Instead, the contracts should be kept simple. Establish specific prices and performance parameters to provide control and manage exceptions and unusual events through separate negotiation. For example, more and more contracts cover over basic maintenance services -- line, base checks up to and including C checks, component overhaul and engine overhaul -- on a flying hour basis. This cost driver has an obvious benefit. Airlines want aircraft in the air flying and the E&M provider focuses attention on doing the same — to earn more revenue out of the same input.

Invoicing clarity is very often a difficult problem to handle, and can cause frustration to the airline. One UK airline developed a simple two–page invoice pro–forma within the initial contract. For each type of maintenance input, there is an agreed price and volume driver, and the monthly check is straightforward. The 20–20 hindsight lesson learnt by this carrier was to minimise exclusions. Cabin interior parts and repair are often excluded from component management contracts. "We spend so much time looking at the individual invoices for these items and at the end of the day, when you see the bottom line it’s just a few dollars on the flying hour rate".

Contracts are generally reviewed annually in order to allow for re–negotiation of prices and performance standards where one or other party may be hurting and to allow for flexibility and updating as each party gains more experience in how best to manage the contract. The length of contract (assuming this is not a spot market deal) will rarely be less than three years and many reach up to ten.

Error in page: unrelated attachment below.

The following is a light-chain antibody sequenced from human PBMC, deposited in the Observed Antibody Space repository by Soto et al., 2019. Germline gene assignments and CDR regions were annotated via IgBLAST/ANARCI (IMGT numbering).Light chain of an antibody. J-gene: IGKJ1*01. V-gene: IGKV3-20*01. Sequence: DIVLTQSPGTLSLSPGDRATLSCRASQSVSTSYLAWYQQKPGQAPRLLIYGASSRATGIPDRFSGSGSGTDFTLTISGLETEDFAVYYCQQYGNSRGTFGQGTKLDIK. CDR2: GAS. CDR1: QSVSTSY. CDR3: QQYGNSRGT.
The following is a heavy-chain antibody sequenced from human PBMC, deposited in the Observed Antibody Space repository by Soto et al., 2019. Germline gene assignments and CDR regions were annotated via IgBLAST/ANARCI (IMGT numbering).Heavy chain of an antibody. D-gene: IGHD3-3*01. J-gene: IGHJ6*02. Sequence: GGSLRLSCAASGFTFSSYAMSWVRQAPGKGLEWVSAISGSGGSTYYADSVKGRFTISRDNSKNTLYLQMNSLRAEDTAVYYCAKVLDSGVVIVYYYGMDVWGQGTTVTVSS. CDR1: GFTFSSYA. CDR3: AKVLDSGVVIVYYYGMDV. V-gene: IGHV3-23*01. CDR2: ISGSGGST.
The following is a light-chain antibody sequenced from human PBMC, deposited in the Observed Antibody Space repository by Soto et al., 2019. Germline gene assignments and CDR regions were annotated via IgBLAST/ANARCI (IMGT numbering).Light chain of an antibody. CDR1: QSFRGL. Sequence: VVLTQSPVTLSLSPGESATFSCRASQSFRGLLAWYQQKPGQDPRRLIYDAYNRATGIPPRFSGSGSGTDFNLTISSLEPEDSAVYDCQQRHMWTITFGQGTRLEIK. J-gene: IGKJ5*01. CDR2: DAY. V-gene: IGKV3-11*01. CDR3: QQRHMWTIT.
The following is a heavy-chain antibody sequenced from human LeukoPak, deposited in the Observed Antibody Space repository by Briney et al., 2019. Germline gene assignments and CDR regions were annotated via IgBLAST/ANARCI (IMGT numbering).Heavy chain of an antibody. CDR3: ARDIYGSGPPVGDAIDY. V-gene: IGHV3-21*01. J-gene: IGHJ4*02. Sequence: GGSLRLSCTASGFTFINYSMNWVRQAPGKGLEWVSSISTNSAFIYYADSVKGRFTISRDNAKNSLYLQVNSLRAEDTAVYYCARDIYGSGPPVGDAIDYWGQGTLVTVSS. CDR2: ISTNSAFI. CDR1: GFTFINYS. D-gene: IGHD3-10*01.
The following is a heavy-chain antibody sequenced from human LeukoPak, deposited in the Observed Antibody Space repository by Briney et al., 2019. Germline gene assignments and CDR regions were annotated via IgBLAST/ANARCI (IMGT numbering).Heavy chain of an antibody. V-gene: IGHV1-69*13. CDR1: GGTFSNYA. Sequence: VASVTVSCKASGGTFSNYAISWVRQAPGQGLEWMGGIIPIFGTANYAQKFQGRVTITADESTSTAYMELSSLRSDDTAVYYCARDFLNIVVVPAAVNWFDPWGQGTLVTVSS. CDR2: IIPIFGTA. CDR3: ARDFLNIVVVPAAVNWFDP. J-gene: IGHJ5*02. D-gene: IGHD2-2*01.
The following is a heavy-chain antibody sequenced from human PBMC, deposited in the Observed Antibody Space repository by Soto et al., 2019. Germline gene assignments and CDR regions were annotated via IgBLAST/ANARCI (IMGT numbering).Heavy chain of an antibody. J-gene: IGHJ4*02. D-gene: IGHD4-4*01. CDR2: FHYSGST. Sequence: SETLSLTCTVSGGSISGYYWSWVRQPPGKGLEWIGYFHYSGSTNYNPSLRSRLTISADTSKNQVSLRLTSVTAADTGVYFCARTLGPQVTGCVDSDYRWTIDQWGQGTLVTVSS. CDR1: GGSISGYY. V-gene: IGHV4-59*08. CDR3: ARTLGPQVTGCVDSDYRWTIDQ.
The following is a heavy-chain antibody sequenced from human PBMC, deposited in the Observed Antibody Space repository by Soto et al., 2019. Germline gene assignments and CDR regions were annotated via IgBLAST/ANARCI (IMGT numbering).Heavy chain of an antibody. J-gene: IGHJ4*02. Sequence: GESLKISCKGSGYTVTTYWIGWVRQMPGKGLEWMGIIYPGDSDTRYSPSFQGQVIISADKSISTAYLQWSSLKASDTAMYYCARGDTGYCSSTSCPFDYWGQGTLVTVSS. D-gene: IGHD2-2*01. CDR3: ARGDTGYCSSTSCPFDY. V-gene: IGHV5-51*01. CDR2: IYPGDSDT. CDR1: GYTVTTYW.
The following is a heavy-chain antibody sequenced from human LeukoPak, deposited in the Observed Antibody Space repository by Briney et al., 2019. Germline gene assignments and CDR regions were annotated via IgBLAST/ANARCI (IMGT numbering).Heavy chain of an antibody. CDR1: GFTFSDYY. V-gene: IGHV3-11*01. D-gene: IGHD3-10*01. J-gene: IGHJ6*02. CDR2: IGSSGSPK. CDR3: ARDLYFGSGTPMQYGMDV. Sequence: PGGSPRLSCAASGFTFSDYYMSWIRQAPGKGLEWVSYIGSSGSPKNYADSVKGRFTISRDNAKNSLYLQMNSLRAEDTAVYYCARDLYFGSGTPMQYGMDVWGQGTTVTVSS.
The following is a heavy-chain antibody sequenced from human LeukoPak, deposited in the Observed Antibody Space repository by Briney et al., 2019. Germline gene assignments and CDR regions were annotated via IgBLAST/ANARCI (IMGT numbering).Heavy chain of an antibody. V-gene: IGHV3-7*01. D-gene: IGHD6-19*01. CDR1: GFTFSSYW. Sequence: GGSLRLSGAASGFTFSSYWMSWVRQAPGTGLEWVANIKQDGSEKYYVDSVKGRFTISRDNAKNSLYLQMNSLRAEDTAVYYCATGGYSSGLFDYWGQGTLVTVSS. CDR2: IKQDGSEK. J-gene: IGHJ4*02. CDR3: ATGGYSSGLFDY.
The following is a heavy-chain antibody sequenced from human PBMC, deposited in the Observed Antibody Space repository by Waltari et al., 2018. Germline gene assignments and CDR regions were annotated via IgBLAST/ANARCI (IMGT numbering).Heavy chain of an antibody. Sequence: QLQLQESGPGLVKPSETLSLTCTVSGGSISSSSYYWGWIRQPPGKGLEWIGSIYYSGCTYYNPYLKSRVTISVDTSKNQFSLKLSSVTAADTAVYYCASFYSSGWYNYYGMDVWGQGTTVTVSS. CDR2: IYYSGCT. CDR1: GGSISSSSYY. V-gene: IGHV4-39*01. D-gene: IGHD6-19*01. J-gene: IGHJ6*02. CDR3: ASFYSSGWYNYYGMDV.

Do penalties and incentives work? The major criticism often levelled at such approaches is the disconnect between the corporate penalty/incentive and the individuals actually delivering the service. For example, the supplier may receive significant benefits if technical dispatch reliability averages higher than a certain rate. The supplier’s management has to motivate a large number of different people to achieve this target — the AOG desk, the inventory planners, the line engineers, the goods in/out team. But do the individuals feel motivated by the contracted incentive? Accountability, benefit and ability to impact become too watered down. That’s why more detailed service levels — as discussed above — must be a better solution. At this level, accountabilities can be much more direct.

Contracts are the framework for a long–term relationship and provide the goals and objectives that support success. Real success will only be achieved when the two parties trust and respect each other, when the supplier aligns its objectives and motivation with those of its airline clients and when it succeeds in delivering and exceeding the targets desired. And that comes down to team and people management, not just a good contract.